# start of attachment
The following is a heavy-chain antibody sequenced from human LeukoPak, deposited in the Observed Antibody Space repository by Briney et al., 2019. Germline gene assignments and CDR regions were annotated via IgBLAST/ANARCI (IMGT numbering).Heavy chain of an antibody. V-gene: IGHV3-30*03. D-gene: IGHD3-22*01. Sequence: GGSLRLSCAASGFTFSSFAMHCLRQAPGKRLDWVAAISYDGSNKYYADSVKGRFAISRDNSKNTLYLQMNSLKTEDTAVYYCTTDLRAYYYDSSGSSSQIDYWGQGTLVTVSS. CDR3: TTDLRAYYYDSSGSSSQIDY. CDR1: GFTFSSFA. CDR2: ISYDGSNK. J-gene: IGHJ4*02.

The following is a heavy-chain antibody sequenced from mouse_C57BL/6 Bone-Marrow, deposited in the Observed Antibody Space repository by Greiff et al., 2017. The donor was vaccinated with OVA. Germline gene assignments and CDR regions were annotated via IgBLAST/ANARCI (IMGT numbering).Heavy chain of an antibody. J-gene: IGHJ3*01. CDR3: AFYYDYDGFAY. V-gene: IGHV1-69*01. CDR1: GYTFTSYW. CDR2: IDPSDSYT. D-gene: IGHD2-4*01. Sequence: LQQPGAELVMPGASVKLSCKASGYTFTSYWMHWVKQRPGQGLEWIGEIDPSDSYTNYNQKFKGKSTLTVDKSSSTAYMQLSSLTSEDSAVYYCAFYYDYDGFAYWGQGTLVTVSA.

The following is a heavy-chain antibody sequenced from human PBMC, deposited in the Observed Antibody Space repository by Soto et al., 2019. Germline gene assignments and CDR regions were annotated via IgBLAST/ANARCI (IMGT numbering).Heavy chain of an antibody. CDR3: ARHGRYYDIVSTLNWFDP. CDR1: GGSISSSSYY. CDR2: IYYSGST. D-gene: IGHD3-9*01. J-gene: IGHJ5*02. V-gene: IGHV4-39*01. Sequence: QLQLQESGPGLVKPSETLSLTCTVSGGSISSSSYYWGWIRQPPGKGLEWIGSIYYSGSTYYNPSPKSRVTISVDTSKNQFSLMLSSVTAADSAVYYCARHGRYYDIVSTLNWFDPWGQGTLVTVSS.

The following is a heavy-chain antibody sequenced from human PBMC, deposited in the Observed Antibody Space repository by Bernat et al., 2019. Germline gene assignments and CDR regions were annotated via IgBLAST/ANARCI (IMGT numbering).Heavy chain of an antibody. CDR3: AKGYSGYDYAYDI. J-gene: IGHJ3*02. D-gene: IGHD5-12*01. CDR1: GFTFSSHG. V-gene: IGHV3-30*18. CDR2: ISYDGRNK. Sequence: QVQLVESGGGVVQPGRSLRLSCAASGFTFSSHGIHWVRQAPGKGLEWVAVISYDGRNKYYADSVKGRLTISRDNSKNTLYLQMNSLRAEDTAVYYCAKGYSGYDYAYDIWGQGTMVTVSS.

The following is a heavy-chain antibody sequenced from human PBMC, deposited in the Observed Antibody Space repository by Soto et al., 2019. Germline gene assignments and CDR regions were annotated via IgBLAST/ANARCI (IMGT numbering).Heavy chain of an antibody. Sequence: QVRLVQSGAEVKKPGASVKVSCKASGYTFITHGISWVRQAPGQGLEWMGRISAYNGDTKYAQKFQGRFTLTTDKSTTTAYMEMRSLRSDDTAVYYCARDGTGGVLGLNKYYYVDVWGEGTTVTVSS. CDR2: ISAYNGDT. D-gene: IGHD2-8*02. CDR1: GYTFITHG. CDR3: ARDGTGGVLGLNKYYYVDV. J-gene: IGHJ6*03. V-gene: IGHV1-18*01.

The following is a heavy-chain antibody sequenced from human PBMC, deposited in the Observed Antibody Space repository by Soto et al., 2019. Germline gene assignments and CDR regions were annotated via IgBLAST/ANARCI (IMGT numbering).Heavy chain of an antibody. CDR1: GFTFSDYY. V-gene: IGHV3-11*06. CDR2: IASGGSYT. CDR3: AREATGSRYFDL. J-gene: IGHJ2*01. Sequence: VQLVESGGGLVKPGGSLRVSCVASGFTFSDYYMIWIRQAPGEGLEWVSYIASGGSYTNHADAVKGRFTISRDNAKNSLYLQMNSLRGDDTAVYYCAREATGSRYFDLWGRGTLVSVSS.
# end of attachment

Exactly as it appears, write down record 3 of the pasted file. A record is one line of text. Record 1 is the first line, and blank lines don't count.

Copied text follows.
The following is a heavy-chain antibody sequenced from human PBMC, deposited in the Observed Antibody Space repository by Soto et al., 2019. Germline gene assignments and CDR regions were annotated via IgBLAST/ANARCI (IMGT numbering).Heavy chain of an antibody. CDR3: ARHGRYYDIVSTLNWFDP. CDR1: GGSISSSSYY. CDR2: IYYSGST. D-gene: IGHD3-9*01. J-gene: IGHJ5*02. V-gene: IGHV4-39*01. Sequence: QLQLQESGPGLVKPSETLSLTCTVSGGSISSSSYYWGWIRQPPGKGLEWIGSIYYSGSTYYNPSPKSRVTISVDTSKNQFSLMLSSVTAADSAVYYCARHGRYYDIVSTLNWFDPWGQGTLVTVSS.